UARU
Kemerovo Tragedy Exposes Corruption in Russia's Construction Field
1 April, 2018

More than 60 people, mostly children, were killed last Sunday when a blaze engulfed the Winter Cherry shopping complex in the industrial city of Kemerovo in Russia’s Siberian region.

Alice Bota, a journalist with German weekly newspaper Die Zeit who has recently returned from Kemerovo, says with the death toll now established, the city is now in mourning.

In the days following the tragedy, thousands of residents descended on the regional government headquarters calling for answers and demanding the resignation of regional authorities.

As investigators uncovered disturbing circumstances behind the tragedy – locked doors, blocked fire-exits and switched off fire alarms, grieving families became proactive in seeking answers.

“Local authorities were reluctant to understand the gravity of the situation. They didn’t provide any information, they didn’t provide any answers and that helped in spread the rumors about the death toll,” Bota said.

Photo credit: Alice Bota

“So immediately a local initiative was created by normal citizens and they tried to establish the death toll by themselves... Once they started the research, city authorities did cooperate with them and when they had the impression that their numbers matched with the official numbers that were provided, the atmosphere calmed down.”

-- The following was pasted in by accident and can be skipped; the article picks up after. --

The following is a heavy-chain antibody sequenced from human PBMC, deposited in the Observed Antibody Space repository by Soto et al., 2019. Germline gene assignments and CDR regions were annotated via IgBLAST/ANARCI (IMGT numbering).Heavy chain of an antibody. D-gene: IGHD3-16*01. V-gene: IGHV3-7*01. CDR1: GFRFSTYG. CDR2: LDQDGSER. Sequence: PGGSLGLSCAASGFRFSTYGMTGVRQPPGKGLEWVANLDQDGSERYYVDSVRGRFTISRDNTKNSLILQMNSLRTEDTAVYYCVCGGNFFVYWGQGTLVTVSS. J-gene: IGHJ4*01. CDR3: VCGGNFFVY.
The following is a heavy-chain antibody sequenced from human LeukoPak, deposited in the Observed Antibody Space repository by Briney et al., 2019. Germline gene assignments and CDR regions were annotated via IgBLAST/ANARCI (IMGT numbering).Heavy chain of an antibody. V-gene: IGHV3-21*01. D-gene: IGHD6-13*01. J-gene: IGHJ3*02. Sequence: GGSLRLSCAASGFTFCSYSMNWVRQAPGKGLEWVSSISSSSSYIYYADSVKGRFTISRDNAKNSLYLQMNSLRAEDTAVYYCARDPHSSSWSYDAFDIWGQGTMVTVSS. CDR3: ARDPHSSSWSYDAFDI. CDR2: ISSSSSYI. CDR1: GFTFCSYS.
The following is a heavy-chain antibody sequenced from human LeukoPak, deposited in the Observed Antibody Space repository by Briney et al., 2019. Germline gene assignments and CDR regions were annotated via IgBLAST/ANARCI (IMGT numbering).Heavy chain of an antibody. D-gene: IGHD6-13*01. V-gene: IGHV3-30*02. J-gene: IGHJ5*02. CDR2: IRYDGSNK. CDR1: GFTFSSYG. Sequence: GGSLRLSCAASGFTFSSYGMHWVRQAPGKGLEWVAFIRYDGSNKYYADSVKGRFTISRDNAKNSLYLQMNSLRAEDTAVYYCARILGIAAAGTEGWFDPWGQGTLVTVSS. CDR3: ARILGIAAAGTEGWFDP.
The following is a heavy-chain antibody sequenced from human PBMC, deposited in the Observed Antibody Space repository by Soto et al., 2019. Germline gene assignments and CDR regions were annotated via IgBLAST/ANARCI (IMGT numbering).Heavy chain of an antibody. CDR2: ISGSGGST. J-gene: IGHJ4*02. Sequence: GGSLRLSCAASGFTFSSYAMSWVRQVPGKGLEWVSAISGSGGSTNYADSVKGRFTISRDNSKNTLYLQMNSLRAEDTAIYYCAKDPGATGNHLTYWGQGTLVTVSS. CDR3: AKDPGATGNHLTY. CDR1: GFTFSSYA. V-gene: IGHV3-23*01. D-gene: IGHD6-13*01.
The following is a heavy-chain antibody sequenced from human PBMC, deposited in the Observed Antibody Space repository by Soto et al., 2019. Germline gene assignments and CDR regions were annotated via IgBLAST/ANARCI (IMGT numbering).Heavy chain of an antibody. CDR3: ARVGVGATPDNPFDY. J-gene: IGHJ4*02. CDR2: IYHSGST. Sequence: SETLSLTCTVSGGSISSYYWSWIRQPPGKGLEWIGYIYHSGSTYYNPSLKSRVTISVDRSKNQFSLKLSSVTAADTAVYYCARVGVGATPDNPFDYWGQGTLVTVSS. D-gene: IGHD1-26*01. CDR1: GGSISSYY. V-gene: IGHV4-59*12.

A week following the tragedy, Kemerovo Governor Aman Tuleev, resigned in response to demands of grieving families.

Photo credit: Alice Bota

But Bota believes that nor Tuleev’s resignation, which had already been planned prior to the fire, nor the tragedy is likely to bring any real change in Russia unless the authorities start addressing the problem of corruption.

“Seven people are suspected to bare some kind of responsibility for the events. However, I believe that those seven people are just a tiny part of a bigger picture. It's all about the system,” she said.  

Photo credit: Alice Bota

“The corruption is endemic especially in the construction business and unless the authorities decide to struggle with that, to fight that, nothing will change.”

Hromadske spoke to Bota about the aftermath of the tragedy and what kind of impact it is having across the country.

You’ve just come back from Kemerovo. Can you tell us what is going in the town and how significant is this event?

The city is still in shock. People are coming to the mourning site, which is right next to the shopping mall called Winter Cherry. It has burned down completely. They are laying down flowers, children’s toys because many children are among the victims. I saw a man walking down the street sobbing. You feel the despair, but it’s not so much a feeling of anger in the air, rather a feeling of numbness.